SA: I sure hope so. And I am addicted to their cargo pants... I have so much stuff that I take with me everywhere I can't wear anything else. What other pants let you carry a notepad, pen, wallet, cellphone, Gameboy, checkbook and who knows what else?

BT: Do you think you did anything wrong? Do you look back at the magazine now and say "Hey, I did everything I wanted to do here..." or do you say "Hey, maybe a simulated orgy by a campfire isn't the best way to sell cargo pants to teenagers?"

SA: No. The fact of the matter is there were no simulated orgies. I think the pics were really sexy, fun and healthy images. The worst thing we did was make boys feel insecure about their bodies and it should have been more diverse but I had no control over that aspect. I wish we had a chance to print the spring break issue. It was really awesome. We shot the whole thing in Rome.

BT: Let's see. A&F Quarterly, plus Spring Break Issue, plus Rome -- I'm picturing a naked Italian kid with his private parts covered in marinara doing a body shot off the Pope. The National Coalition for the Protection of Children and Families started a "Stop A&F" campaign a couple years ago. They seem like a feisty bunch. What's the worse piece of propaganda/hatemail/death threat that you received from that crew?

SA: We received numerous phone calls accusing us of being a bunch of "queer faggot hustlers who ought to be ashamed of ourselves...." to which I replied "wow that was better than Ms.Cleo."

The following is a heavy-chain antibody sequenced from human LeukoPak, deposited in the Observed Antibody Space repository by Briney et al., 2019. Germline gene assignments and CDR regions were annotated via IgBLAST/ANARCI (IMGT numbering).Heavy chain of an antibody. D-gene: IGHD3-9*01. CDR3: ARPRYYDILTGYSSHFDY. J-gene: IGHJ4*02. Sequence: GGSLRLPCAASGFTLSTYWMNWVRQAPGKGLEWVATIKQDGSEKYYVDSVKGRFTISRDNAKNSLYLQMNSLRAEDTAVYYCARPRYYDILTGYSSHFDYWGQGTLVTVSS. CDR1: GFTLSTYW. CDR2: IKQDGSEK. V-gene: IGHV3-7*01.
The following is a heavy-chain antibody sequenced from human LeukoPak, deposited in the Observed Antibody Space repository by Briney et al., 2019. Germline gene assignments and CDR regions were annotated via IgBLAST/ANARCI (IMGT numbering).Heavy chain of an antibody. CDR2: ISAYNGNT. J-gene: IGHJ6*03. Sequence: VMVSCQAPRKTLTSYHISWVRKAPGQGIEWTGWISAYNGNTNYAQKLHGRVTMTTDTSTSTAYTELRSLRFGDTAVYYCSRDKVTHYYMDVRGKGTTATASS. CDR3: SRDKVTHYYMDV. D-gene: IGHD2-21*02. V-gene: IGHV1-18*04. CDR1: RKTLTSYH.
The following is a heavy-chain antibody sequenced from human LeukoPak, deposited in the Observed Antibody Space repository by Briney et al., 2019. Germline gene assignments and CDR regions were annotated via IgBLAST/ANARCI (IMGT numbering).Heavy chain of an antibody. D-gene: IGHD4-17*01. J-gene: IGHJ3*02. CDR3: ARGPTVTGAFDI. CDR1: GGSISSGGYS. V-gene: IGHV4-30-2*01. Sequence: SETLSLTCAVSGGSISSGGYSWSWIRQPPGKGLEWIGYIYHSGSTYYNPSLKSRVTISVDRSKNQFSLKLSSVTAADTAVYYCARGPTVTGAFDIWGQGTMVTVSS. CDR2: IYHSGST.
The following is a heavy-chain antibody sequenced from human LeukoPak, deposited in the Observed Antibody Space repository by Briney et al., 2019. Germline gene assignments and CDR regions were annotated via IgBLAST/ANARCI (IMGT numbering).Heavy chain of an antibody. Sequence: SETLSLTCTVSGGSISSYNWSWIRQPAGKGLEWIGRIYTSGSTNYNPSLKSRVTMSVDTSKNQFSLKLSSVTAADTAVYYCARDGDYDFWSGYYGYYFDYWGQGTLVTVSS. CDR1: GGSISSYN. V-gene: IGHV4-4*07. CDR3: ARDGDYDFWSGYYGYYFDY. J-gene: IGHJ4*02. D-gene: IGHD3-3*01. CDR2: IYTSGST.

I thought the controversy was overblown and ridiculous... and I think most people did... when my grandmother , who's completely old-fashioned religious and conservative, thinks it was overblown... I mean what do you say?!

BT: Hmm. I don't know. Take your pants off grandma? How about NAMBLA? I'm sure they were big fans. Ever communicate with NAMBLA? You're not a member are you...?

SA: I've been late on my no. It's very exclusive.

BT: Would you rather join NAMBLA or participate in a campfire orgy with three dudes wearing Structure turtlenecks?

SA: NAMBLA. Structure, ecch!

BT: Well, what was the goal of A&F Quarterly? Was it to sell clothes? Or were you really trying to make the magazine a culture of its own?

SA: A little bit of both. A wise man named David Keeps once complimented the Quarterly as being corporate sponsored subversiveness. Of course the goal was to sell clothes, but it was more than that... I think we really tried to tap the rebellious spirit of being young and on fire... excited by life and pedantically selling clothes to such a fickle market like college students would never work in a traditional way.

BT: Did you feel like you had any allies in the media during the controversy? Was it tough to get people to listen to your reasoning behind the quarterly without them being judgmental? You know, like, was it tough to convince people you weren't corrupting children?

SA: I did have some allies. Most of my friends who worked in the media and/or Hollywood were amazed at the amount of controversy. They also reiterated that it was becoming more and more pervasive. Look at a company like Wal-Mart, which controls some obscene percentage of the magazine racks in America and essentially owns and edits virtually every magazine. I dunno. I find that disturbing. I also think people are a lot more (and kids too) sophisticated than people realize. I don't want these people telling me or, more accurately, precluding me, from seeing what they don't want me to see.

And the only children I have managed to corrupt are the few I've dated.

BT: Ick. Puke.